in his hand. It was also said that he should cast down.


to the ground, some of the host, and stars of heaven, even the mighty and the holy people, by which may be understood, professors and teachers of Christianity in different Christian countries which he conquered, where for the most part, the very name of Christianity has been destroyed, and Mahometanism established in its stead. His magnifying himself in his heart,

and against the Prince of the host, and taking away

the daily sacrifice, may be referred to the titles assumed by Mahomet, and by the Sultans; to his consigning to slavery, or to death, all who would not confess to his creed; and to his setting up his own name, above The titles

that of the Lord of life and glory.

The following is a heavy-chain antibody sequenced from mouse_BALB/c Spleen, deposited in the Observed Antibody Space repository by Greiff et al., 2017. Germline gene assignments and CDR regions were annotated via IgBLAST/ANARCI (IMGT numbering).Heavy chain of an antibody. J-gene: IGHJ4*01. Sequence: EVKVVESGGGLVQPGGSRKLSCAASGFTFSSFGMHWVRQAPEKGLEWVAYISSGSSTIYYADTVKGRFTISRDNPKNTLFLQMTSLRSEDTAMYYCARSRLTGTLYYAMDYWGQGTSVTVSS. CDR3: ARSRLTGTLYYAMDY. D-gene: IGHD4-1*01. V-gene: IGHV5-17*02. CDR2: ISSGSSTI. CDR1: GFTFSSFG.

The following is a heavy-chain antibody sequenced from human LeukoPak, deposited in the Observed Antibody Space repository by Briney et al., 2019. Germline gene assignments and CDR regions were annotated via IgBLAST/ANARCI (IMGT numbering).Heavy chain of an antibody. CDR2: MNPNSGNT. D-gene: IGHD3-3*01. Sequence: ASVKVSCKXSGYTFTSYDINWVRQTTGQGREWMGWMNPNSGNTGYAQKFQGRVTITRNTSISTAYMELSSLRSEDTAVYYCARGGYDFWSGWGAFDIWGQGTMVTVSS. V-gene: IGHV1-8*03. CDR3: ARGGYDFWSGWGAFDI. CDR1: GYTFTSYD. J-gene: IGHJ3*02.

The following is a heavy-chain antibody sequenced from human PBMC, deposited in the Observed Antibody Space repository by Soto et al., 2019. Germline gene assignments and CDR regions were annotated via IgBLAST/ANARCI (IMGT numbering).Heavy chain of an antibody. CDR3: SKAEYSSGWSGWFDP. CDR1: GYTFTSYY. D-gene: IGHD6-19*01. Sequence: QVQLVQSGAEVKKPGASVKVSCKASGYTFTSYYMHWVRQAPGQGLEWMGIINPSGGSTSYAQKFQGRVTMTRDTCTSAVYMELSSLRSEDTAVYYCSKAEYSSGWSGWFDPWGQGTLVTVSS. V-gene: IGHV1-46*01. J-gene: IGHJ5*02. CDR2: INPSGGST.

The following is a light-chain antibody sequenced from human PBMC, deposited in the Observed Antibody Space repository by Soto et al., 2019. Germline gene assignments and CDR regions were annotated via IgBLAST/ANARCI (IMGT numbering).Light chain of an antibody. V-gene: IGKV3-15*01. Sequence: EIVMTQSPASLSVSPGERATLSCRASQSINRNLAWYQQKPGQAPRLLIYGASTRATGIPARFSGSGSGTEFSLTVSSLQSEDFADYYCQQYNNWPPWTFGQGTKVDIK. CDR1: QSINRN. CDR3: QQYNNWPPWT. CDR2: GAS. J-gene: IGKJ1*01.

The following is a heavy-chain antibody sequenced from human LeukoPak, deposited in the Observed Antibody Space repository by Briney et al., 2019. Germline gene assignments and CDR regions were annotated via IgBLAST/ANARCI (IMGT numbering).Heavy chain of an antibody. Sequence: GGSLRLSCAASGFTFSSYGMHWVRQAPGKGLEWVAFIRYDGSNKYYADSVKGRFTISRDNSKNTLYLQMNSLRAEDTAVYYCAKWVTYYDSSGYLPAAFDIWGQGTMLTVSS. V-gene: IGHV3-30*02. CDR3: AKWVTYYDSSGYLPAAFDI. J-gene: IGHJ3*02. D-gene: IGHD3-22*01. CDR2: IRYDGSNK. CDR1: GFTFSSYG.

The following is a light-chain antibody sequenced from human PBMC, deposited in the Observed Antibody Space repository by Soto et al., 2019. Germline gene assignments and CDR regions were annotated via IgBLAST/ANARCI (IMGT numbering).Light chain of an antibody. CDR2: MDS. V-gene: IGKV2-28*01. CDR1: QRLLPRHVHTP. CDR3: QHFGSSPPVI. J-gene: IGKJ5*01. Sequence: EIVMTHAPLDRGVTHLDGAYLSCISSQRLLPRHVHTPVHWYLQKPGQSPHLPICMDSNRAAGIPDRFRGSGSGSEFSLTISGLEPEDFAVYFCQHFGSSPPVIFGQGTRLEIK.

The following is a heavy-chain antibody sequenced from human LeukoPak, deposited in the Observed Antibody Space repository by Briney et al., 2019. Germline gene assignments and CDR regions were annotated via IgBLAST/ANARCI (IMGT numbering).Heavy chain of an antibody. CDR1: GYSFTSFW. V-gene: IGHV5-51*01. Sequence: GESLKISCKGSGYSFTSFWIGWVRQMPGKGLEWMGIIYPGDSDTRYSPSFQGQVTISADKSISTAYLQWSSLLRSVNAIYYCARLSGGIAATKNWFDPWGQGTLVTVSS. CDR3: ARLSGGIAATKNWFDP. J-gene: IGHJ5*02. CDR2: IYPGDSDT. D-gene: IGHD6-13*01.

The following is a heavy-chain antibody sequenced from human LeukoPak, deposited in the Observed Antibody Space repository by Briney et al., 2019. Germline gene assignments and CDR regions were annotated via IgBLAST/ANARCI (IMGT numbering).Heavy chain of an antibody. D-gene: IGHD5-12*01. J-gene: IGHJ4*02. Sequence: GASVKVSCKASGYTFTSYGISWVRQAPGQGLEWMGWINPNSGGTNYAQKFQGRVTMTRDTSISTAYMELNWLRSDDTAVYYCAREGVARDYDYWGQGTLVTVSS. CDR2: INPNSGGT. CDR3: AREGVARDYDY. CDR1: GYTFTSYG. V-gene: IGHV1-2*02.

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of « God upon earth”___« Shadow of God"__and "Brother of the Sun and Moon," assumed by the little horn of the East, are not unlike those of his Papal brother in the West. The daily sacrifice which he hath taken away, is doubtless the Lamb of God, the blood of which, the Mahometan tramples under foot, counting it an unholy thing. If the literal temple of Jerusalem were intended under this expression, there would be found also a literal fulfil ment, for upon the site of that Temple, a Turkish Mosque has been erected.




Two circumstances remain. He shall stand up against the Prince of Princes, and shall be broken without hand. Already has he thus stood up, but perhaps in this particular he may not yet have completed the full measure of his iniquity: for when the scenes of the last days are developed, the followers of Mahomet will probably be found amongst those, who shall engage in personal contest with Messiah. C The nature of this conflict remains still to be seen: but of the horn of Mahometanism it is revealed, that it shall be broken without hand-that is, without the intervention of any human instrument,stusaineo


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The time assigned for the duration of the vision comes lastly to be noticed. It is a point of the